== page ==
• Yes, we’ll mail it anywhere in the world!
  • Check out how we mail PCBs worldwide video.
  • We’ll contact you via Twitter with a coupon code for the PCB drawer.
  • Limit one PCB per address per month please.
  • Like everything else on this site, PCBs are offered without warranty.

We try to stagger free PCB posts so every time zone has a chance to participate, but the best way to see it first is to subscribe to the RSS feed, follow us on Twitter, or like us on Facebook.

PS2-TTLserial adapter for RC2014 and MIDI

Posted on Monday, October 30th, 2017 in AVR, hacks by DP | No Comments

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Dr. Scott M. Baker published a new build:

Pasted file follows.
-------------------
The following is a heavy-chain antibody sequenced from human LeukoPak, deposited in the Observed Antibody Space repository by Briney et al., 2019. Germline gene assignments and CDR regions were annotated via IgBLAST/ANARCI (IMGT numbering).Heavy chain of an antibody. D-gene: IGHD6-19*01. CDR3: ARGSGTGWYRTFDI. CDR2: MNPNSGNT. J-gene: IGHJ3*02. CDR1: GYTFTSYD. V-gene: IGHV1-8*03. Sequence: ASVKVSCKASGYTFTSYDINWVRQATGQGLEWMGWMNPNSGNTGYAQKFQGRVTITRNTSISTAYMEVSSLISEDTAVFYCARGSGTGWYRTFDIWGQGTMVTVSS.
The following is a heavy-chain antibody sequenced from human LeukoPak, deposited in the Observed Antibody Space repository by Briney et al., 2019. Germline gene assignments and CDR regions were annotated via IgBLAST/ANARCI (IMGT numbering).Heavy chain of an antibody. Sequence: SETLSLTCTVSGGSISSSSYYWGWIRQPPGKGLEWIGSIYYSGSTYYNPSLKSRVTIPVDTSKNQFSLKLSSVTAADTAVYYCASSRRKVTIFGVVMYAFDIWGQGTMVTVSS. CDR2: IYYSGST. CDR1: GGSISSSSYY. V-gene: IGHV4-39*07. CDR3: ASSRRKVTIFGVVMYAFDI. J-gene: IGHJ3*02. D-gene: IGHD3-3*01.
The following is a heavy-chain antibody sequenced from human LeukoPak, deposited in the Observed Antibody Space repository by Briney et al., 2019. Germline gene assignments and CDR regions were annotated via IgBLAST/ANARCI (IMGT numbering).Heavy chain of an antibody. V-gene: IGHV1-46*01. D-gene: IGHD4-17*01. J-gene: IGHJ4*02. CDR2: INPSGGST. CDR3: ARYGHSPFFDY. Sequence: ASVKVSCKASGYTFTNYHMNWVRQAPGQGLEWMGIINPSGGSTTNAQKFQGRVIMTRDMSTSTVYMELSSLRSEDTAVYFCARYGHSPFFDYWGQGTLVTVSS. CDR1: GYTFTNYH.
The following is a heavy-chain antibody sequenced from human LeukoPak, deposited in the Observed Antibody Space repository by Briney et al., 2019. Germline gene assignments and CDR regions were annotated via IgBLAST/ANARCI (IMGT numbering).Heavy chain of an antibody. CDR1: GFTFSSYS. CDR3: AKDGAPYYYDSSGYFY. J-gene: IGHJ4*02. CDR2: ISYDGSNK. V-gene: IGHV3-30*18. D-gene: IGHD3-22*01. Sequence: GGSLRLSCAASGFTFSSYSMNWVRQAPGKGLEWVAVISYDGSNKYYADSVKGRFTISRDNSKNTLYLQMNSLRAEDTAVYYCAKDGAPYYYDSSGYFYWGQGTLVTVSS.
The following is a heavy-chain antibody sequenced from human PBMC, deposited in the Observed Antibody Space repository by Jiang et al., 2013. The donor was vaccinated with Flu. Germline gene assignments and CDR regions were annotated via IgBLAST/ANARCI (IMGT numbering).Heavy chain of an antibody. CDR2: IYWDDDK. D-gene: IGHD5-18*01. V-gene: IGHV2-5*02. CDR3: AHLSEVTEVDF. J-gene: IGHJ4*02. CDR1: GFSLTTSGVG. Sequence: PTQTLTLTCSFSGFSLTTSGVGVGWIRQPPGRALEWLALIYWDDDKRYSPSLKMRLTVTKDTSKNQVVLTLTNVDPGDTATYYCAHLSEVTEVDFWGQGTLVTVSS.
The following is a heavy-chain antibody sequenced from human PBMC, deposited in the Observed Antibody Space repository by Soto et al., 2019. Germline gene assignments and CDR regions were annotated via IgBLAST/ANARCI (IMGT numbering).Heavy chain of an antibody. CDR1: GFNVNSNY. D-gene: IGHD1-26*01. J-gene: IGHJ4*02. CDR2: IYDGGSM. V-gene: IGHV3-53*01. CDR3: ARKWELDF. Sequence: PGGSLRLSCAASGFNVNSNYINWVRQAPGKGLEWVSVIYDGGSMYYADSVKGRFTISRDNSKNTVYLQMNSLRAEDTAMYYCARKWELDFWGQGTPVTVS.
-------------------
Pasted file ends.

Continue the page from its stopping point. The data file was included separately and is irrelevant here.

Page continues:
The original reason for this project is that I wanted to build a standalone RC2014 with keyboard and display. There is an official RC2014 serial keyboard, but I find it a little inconvenient for my big fingers and poor eyesight. I have plenty of old PS/2 keyboards laying around, so I figured I’d rig up a microcontroller to convert the PS/2 keyboard interface into a TTL-level serial interface that could be plugged directly into the RC2014’s serial port.
Along the way, I discovered that the very same circuit would make an interesting project to turn a PS/2 keyboard into a simple MIDI controller. So I adapted the circuit for that purpose as well.

See the full post on his blog.

Check out the video after the break. (more…)

DIY through hole plating of PCBs